Tag Archives: innovation

Savvy Saturday July 15th, 2017

la investigación y el desarrollo no son iguales a la innovación; que la innovación implica la capacidad de coordinar el aprendizaje a través de entidades y funciones distintas – EMC

R&D does not equal innovation; innovation implies the ability to coordinated learning across distinct entities and functions – EMC

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Savvy Saturday June 3, 2017

“Leaders often believe their organization is capable of doing anything. In reality, organizations often fail because they force new innovations through their existing resources, processes, and profit formula.”

Clayton Christensen – Disruptive Strategy, Harvard.

I am 50% through this course with Christensen and I was thrilled to study this section of the course talking about how organizations should plan and choose what they say YES and NO to.  This theory is central to my management style (things should be simple but no simpler) and my usual contribution when executives are planning projects and future actions. – EMC

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Savvy Saturday May 27, 2017

“Customers rarely make buying decisions around what the “average” customer in their category may do—but they often buy things because they find themselves with a problem they would like to solve.”

…from the Christensen Institute.

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Savvy Saturday March 25, 2017

If you always do what you‘ve always done, you will always get what you‘ve always got.

(Quote attributed to H Ford, Einstein etc.)

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Savvy Saturday February 25, 2017

“people who create, craft and love their art tend to focus on these seemingly bad ideas nurturing them into something brilliant. The innovators or the troublemakers who question the status quo may end up making something so remarkable that it creates a movement, a tribe, a following …and major business.”

 

From Esther Clark’s article “Seemingly Bad Ideas” published April 2016.

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Failure…yet again

Earlier this year I opened an article with an interpretation of a line from Arthur Ransome’s book Swallows and Amazons: “Better dead than duffers.” I have studied the cult of failure as part of my consulting practice and to help my clients understand how and if “fail fast, fail often” makes for a higher overall result.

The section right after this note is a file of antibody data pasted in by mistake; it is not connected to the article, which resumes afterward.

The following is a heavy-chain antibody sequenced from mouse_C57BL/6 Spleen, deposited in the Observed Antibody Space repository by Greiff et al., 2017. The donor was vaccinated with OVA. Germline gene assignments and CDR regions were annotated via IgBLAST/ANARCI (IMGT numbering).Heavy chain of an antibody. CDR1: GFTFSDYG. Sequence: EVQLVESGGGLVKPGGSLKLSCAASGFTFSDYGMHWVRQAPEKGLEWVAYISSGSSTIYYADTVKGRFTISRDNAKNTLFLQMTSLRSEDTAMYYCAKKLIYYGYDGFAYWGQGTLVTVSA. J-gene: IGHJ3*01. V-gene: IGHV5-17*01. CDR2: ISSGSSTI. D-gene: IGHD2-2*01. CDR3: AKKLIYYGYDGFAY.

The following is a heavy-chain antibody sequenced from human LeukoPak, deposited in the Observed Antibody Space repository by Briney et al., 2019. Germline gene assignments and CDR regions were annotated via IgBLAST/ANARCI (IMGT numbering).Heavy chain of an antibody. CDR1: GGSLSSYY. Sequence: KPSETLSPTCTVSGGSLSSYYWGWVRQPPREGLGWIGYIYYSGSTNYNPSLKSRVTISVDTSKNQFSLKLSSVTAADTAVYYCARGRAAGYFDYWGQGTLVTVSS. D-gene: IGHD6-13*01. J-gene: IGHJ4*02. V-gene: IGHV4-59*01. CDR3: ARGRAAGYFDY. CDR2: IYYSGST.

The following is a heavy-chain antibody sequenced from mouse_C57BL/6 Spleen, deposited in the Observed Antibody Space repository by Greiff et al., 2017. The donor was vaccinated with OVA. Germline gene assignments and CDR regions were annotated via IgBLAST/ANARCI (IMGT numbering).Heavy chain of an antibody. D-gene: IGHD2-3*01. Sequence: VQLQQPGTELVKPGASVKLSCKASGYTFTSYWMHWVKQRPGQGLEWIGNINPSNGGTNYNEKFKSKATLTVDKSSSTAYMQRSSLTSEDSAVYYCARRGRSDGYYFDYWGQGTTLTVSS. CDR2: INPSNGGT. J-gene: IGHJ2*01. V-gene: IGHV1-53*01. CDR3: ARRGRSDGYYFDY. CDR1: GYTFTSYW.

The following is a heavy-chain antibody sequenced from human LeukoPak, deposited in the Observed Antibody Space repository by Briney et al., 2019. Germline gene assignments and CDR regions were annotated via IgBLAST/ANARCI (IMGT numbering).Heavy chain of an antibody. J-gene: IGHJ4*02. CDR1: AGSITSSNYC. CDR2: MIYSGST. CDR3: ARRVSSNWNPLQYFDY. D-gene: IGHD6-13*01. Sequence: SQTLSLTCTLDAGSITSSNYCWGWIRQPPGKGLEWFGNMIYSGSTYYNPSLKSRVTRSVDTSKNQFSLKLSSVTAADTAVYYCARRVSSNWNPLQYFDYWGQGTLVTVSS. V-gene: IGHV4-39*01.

I have spent the last week on vacation and continue to see this topic pop up in business articles, TED talks, presentation and discussions within my social networks. If you have the opportunity, pick up the December issue of Harvard Business Review where research around the “80% of companies that existed before 1980 are no longer around” idea is well diagnosed and ties into the discussion of creative destruction and “fail fast fail often”.

The purpose of this post today is a short reminder that mistakes are the “necessary evil” (as PIXAR’s Ed Catmull says) of companies who innovate, transform and disrupt. The evil or pain from the failure becomes less when value is extracted from the experience. Think about it.

Do you remember having skinned knees as a child while trying to ride your bike or learn to rollerskate? Did the pain lessen when you first took the freeing ride on your own?

Failure in business is exactly like that. If you extract maximum value from failure than although you might not have “failed fast” or don’t want to “fail often” you will have maximized the overall result of the project or the innovation bringing benefits to your organization.

All the best in 2017! May this coming year be filled with health, wealth and happiness.

-EMC

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Visual Business Inspiration

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“People think focus means saying yes to the thing you’ve got to focus on. But that’s not what it means at all. It means saying no to the hundred other good ideas that there are. You have to pick carefully. I’m actually as proud of the things we haven’t done as the things I have done. Innovation is saying no to 1,000 things.” – Steve Jobs

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An end is a new beginning

“What feels like the end is often the beginning” or “one door closes, another door opens” are useful phrases to think about when a project meets its natural, or unnatural, conclusion.

With international projects, these phrases are particularly relevant. Often times we are met by closed doors on the path to success. It does not mean that the project is done but that it might need to be re-envisioned or changes in someway.

Life is dynamic. Business is always changing. So should our projects. A closed door or “end” is just an invitation to a new beginning.

-EMC

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